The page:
Here are the next 15 episodes, including the bottom-rated episode from what we learned in Part 1 was the top-ranked season (Season 1):
We’ve blown through eight of the 10 episodes from Season 2 now. It’ll be a bit before we see the remaining two.
Petra: I expected “The Broken Man” to rank higher, given that the Hound’s return was so well-received.
We’ve reached the mid-to-upper tier of the episode list…
Petra: I’m always interested in whether people rank episodes by individual favorite scenes or by the episode as a whole. Going by this list, it seems to be the latter (which I suppose is fairer). The fact that “The Bear and the Maiden Fair,” which contains the fan-favorite rescue scene, ranks in the middle surprises me.
We’re up to the top 20! Should we take a commercial break? No? Okay…
Yeah, half of Season 1 made the Top 20. But four from Season 4 made the Top 12.
Is “The Mountain and the Viper” a relative outlier in this ranking, versus other Top 67 lists? I feel like it’s often seen as a second-tier big-time episode, not an all-timer along the lines of “The Door.”
Petra: There’s a fair balance of different seasons (sans Season 7) in the top 10. No surprise that “The Winds of Winter” is at No. 1.
Show-Onlys Like Winds, Book-Firsts Prefer Rains
Views on the top episodes differ based on if the person read the books or not — to a point. Interestingly, “book first,” “show then book” and “show only” respondents all had the same top 11 episodes, but the order differed. Here’s a look at that.
Petra: It makes sense that, since “Rains of Castamere” brings one of the most famous scenes from the books to life, book readers would favor it — while show-only viewers prefer the Season 6 finale that delivers so much wish fulfillment.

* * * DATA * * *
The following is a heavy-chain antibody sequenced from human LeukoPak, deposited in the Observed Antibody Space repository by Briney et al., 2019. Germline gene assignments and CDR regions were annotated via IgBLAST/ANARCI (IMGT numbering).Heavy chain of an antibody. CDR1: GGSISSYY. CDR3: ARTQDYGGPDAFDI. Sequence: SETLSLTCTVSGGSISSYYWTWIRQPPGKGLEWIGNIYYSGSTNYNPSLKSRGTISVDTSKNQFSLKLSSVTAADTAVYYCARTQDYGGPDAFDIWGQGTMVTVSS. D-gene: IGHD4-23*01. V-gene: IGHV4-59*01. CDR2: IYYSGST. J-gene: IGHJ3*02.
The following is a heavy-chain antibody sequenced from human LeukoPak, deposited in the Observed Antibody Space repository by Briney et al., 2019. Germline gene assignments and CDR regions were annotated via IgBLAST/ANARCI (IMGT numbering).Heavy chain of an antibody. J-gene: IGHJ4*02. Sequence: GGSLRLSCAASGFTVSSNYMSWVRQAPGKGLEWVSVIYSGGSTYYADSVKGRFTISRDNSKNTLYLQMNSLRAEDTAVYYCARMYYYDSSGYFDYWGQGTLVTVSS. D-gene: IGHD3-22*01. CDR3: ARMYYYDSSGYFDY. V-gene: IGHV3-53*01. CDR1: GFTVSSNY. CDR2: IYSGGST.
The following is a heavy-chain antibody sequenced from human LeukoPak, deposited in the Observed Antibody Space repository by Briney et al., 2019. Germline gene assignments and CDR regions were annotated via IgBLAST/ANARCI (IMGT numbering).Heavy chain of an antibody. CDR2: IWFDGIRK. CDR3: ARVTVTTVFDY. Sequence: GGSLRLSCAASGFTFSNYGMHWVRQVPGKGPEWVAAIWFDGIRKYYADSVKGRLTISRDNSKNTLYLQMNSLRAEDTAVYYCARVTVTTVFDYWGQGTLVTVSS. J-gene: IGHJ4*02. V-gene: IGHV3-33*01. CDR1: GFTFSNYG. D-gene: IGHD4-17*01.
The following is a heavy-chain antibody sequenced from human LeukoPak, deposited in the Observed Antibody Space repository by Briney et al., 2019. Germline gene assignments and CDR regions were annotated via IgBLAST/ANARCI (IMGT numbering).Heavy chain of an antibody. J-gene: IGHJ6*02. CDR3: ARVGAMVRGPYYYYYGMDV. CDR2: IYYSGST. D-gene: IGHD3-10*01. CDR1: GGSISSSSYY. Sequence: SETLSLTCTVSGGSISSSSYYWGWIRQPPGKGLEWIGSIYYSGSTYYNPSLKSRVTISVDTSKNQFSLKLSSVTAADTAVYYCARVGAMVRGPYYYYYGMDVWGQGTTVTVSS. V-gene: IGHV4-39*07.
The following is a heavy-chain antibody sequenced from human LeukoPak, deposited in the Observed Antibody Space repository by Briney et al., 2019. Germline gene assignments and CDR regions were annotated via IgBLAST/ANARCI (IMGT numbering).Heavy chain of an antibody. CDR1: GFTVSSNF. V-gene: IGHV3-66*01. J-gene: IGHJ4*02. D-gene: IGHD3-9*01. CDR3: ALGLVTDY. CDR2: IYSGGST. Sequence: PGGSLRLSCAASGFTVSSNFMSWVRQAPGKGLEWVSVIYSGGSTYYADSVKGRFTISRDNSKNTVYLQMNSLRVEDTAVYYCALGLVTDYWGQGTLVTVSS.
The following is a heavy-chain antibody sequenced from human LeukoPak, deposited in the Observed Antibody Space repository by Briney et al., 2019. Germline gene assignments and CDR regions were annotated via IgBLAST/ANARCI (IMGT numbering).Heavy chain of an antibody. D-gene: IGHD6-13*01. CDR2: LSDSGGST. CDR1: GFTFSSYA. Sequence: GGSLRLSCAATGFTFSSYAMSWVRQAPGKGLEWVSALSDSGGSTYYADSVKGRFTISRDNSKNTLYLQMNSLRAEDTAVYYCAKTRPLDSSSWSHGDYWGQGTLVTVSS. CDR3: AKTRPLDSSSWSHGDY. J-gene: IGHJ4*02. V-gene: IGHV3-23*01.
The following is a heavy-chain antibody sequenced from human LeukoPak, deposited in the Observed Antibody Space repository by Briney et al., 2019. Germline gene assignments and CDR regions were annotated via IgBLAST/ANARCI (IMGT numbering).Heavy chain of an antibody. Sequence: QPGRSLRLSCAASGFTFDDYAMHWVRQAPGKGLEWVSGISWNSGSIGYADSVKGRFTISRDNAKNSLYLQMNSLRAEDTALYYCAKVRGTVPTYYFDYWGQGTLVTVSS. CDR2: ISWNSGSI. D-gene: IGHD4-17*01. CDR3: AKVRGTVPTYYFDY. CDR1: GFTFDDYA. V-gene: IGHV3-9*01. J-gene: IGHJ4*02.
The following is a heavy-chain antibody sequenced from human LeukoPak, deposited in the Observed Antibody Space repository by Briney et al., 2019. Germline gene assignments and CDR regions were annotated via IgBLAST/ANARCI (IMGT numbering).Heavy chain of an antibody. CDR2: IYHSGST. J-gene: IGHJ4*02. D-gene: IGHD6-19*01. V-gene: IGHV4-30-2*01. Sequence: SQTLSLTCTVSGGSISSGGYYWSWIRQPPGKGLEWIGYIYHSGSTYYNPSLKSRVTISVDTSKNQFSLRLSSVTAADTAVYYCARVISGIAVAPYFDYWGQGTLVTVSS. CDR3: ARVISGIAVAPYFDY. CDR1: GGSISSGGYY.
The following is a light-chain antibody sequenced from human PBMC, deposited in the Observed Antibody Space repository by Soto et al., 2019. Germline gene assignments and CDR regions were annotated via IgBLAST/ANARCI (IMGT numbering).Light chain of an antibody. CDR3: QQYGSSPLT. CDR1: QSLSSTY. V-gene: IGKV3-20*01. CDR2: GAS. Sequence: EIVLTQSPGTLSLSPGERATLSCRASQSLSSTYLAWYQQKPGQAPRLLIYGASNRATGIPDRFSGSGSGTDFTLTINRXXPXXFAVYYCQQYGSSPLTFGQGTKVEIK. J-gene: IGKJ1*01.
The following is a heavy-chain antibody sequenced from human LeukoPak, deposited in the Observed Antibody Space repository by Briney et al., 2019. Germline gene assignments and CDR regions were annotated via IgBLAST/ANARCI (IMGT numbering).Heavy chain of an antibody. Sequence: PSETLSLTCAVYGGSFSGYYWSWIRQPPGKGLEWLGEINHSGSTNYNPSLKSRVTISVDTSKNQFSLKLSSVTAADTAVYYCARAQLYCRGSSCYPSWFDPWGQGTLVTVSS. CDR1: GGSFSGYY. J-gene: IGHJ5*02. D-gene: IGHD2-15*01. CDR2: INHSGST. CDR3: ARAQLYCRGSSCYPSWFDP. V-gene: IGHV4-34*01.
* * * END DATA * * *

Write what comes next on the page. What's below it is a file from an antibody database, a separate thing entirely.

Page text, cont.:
Looking at the series as a whole, the per-episode viewpoints of “book first” and “show-only” viewers diverge over time. The chart below shows that the groups had nearly identical average ratings (8.41 and 8.37 out of 10) for Season 1’s episodes. But the most recent three seasons see a much larger gap, with consistently higher episode ratings from show-onlys.
Our respondents were consistent. Remember those season rankings from Part 1? They went 1-4-6-3-2-7-5. If you instead rank the seasons based on their average episode rating (the yellow bars above), you get the same order.
Looking at individual episodes, the 10 below had the biggest difference in ratings among the three groups. No surprise that all are from the past three seasons:
These results are a bit skewed since overall, show-only viewers gave out higher ratings. So we can also look at how far apart episodes were ranked, based on those ratings. For instance, “The Kingsroad,” Season 1 Episode 2, was ranked 26th by book-firsts and 38th by show-onlys despite having virtually identical ratings from the two groups (8.01 and 7.98).